(I’m guessing not many of you want to wait 200 years to get wealthy. Fortunately, we’re pretty sure we’ve solved that problem.)
Next we come to Einstein, who was likely to have understood this concept not so much with regard to investing, but rather to nuclear fission. In a nuclear reaction, one neutron hitting one other atomic nucleus is uninteresting. Somewhat like simple interest, nothing big happens. But when the first neutron hits a second atom, and that atom creates neutrons that hit more atoms, all of a sudden, you have a nuclear reaction and something very big happens. This is why Einstein may have called compounding “the eighth wonder of the world.”
But Einstein was no investor. Someone who is and understood this idea is Buffett. When Buffett says compound interest is one of the three things responsible for his immense success, we should all take note.
Look at the shape of that graph. Remember the wealth curve? The early years don’t look like anything special, but something important is happening – something that only starts to show up after many years, something that is the key to creating wealth. What’s happening is, you guessed it, compounding. And that shape is the key to what we created to harness this profound investment concept.
From the ground up
We know that these wise men have told us compounding is a very powerful investment idea – maybe the most powerful of them all. But what’s the other half of the secret, the part that allows us to reap its full investment potential?
After all of our research, building upon all the lessons learned in our careers, we landed on an asset class that perfectly captures the power of compounding – one that has already created enormous riches for many of the world’s wealthiest families, churches and universities.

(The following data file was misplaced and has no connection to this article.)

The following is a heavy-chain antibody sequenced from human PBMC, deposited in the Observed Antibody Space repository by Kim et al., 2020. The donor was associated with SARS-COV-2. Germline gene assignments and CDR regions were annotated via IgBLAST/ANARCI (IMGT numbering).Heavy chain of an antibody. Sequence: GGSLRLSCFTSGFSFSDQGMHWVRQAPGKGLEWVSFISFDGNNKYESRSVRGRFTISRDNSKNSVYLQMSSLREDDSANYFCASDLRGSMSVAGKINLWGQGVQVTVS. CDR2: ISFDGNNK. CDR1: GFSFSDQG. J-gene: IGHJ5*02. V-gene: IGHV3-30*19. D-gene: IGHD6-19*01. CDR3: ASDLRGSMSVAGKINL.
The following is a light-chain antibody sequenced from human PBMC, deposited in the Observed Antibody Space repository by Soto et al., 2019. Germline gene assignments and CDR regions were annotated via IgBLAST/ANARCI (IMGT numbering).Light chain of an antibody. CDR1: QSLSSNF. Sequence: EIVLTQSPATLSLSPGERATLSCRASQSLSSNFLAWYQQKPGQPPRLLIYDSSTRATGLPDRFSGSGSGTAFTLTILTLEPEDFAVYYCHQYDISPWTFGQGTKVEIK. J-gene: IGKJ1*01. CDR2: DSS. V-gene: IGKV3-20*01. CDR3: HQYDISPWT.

Unfortunately for investors of the past, the asset class that made those fortunes had never been brought into the modern investment era, had never been made widely available, and had never been transformed into an institutional asset class by a large public company.
The asset class? Ground leases.
For those unfamiliar with ground leases, every real estate property is comprised of a parcel of land and a building. In a ground lease, the owner of the land and the owner of the building are separate. The building owner leases the land for a long time, usually 99 years, pays rent to the land owner, manages and runs all parts of the building’s operations, pays all expenses and keeps all the profits from building operations. When the lease ends, the building becomes the property of the land owner.
When ground leases are properly structured, they are beneficial for both the land owner and the building owner. For building owners, they offer a value-enhancing combination of capital efficiency, cost efficiency and risk reduction. For land owners holding the ground lease, it’s an investment with three attractive characteristics: safety, growth, and upside.
One of the things that’s so appealing about ground leases is they’re one of the safest real estate investments you can make. They generate long-term, contractually increasing cash flows, and they offer future ownership in high-quality buildings when the lease expires. What particularly captured our interest was the shape of the rental payments.